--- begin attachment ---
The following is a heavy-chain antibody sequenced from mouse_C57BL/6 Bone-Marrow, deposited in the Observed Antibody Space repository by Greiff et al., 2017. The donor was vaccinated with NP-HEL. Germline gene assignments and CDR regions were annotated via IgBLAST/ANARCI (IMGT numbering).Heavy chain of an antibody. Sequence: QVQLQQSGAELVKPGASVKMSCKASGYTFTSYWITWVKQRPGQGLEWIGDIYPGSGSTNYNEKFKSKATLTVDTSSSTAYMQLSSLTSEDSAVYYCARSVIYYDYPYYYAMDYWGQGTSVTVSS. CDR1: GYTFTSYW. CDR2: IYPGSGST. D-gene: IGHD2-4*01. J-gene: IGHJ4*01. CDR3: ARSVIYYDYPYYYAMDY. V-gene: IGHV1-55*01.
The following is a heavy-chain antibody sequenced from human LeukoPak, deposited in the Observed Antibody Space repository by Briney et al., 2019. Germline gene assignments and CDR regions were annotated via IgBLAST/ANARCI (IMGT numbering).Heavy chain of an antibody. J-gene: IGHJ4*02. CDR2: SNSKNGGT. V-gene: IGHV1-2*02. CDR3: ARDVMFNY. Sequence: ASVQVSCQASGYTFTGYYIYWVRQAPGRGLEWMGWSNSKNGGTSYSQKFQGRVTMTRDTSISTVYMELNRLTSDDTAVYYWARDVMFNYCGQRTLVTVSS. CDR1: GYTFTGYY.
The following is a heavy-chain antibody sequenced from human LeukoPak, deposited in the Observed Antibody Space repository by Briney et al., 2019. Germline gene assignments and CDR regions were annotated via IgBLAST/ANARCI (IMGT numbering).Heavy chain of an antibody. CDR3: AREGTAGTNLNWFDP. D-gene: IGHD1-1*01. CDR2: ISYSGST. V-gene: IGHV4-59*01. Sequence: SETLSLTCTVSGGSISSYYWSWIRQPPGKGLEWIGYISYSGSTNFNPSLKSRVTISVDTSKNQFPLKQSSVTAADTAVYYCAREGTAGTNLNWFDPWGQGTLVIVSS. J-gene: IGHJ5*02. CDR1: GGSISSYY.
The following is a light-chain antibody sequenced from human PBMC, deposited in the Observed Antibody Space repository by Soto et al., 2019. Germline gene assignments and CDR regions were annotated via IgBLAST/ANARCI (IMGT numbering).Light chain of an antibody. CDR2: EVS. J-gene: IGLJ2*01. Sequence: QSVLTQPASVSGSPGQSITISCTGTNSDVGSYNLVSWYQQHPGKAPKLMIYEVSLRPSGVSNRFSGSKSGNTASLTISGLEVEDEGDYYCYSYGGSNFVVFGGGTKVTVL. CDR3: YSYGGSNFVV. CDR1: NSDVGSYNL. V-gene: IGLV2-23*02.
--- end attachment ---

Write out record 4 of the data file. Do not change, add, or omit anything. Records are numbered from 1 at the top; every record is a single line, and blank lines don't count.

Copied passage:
The following is a light-chain antibody sequenced from human PBMC, deposited in the Observed Antibody Space repository by Soto et al., 2019. Germline gene assignments and CDR regions were annotated via IgBLAST/ANARCI (IMGT numbering).Light chain of an antibody. CDR2: EVS. J-gene: IGLJ2*01. Sequence: QSVLTQPASVSGSPGQSITISCTGTNSDVGSYNLVSWYQQHPGKAPKLMIYEVSLRPSGVSNRFSGSKSGNTASLTISGLEVEDEGDYYCYSYGGSNFVVFGGGTKVTVL. CDR3: YSYGGSNFVV. CDR1: NSDVGSYNL. V-gene: IGLV2-23*02.